Human immunodeficiency virus (HIV) is a major global health challenge that has affected millions of lives. Despite significant advances in its research and treatment, misconceptions and stigmatization of the virus persist. In this blog, we dive into the basics of HIV, debunk common myths, and explore advances in prevention and treatment.

What is HIV?

It is a virus that attacks the body’s immune system, specifically targeting CD4 cells (T cells), which play a vital role in fighting infections. As the virus replicates in the body, it gradually weakens the immune system, leaving a person vulnerable to various infections and diseases. If left untreated, it can progress to acquired immunodeficiency syndrome (AIDS), which is the final stage of the infection.

 

Transmission:

Understanding how it spreads is critical to preventing new infections. It can be transmitted by:

 

a) Unprotected sexual intercourse with an infected person.

b) Sharing contaminated needles or syringes for drug use.

c) From an infected mother to her child during pregnancy, childbirth or breastfeeding.

d) Less often through blood transfusion or organ transplantation from an infected donor (rare due to strict screening procedures).

 

It is important to remember that it is not transmissible through casual contact such as hugging, shaking hands or sharing utensils.

 

Myths and misconceptions:

Unfortunately, misinformation and stigma persist. Some common myths include:

a) HIV is transmissible through kissing or sharing food and drink. False – It is not transmissible through saliva.

b) Only certain groups are at risk. False – HIV can affect anyone, regardless of age, gender, sexual orientation or race.

c) HIV positive individuals always look sick. False – Many people with HIV can live healthy lives for years with no visible symptoms.

d) It can be cured with over-the-counter drugs or alternative therapies. False – It cannot be cured, but effective treatment can help control the virus and improve quality of life.

 

HIV

 

Prevention:

Prevention of new infections is critical to controlling the epidemic. Effective prevention strategies include:

a) Practicing safe sex, such as consistent and correct use of condoms.

b) Avoiding sharing needles or syringes and seeking help for drug addiction.

c) Pre-exposure prophylaxis (PrEP) in individuals at high risk.

d) Ensuring that pregnant women with HIV receive appropriate antiretroviral treatment to prevent mother-to-child transmission.

Progress:

Antiretroviral therapy (ART) is the cornerstone of HIV treatment. ART involves a combination of drugs that suppress the virus, allowing the immune system to recover and prevent disease progression. With proper adherence to ART, people living with HIV can lead healthy lives and have life expectancies comparable to those without the virus.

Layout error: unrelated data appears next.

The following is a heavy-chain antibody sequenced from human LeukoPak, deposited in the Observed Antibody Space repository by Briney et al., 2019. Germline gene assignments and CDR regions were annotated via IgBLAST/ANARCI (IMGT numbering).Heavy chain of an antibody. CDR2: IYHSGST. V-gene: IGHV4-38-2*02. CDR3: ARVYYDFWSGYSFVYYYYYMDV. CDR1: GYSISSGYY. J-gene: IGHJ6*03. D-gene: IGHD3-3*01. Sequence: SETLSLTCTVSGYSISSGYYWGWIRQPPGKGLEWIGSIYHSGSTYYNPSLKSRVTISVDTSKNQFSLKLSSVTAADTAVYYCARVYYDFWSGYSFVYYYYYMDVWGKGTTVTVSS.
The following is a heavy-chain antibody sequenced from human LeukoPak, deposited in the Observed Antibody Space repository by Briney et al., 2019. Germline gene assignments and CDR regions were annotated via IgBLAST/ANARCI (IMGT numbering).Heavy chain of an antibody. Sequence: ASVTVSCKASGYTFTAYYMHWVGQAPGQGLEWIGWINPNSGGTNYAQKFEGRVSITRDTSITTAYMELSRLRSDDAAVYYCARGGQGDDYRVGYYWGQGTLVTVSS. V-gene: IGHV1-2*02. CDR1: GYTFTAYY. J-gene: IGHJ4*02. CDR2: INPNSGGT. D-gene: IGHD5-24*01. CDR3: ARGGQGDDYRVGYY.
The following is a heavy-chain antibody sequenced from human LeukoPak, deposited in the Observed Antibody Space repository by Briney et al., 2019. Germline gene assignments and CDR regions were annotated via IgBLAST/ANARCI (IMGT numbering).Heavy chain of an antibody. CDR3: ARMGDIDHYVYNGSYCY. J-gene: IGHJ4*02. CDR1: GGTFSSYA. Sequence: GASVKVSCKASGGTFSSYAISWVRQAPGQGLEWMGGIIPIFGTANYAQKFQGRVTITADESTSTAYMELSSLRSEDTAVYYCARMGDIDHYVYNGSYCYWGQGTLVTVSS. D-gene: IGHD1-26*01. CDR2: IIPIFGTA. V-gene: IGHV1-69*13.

The importance of HIV testing:

Early detection is essential for early initiation of treatment. Regular testing is essential, especially for individuals who engage in high-risk behaviors or live in areas with high HIV prevalence.

 

Understanding HIV is critical to effectively combating the epidemic. We need to challenge myths and stigma to create a supportive environment for infected people. By promoting awareness, promoting prevention and advancing research, we are moving closer to a world where it is no longer a threat to global health. Together we can work towards an HIV-free future where everyone can live with dignity and fear.

To get tested for HIV from the comforts of your own homes, call Sparsh Diagnostic Centre’s helpline number 9830117733.

#BhaloTheko

 

Disclaimer:

No content on this site, regardless of date, should ever be used as a substitute for direct medical advice from your doctor or other qualified clinician.

 

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5 Replies to “HIV”

  1. […] immune system: Conditions such as diabetes or HIV that weaken the immune system can make individuals more susceptible to […]

  2. […] immune system: Individuals with a weakened immune system due to illnesses such as HIV/AIDS, certain medications, or other illnesses are more susceptible to […]

  3. Hi, I find the blog informative, though… nice work… do share such information. I’ll bookmark your website.It was such a wonderful and useful article about the HIV infection. It is a must-readable blog to know the brief details of HIV infection.This information is so helpful for me.

  4. Siddharth 11 months ago

    Very good Centre, takes care of the patient religiously

    1. Dear Sir,

      Thanks for the kind words of appreciation.

      Regards,
      Team Sparsh

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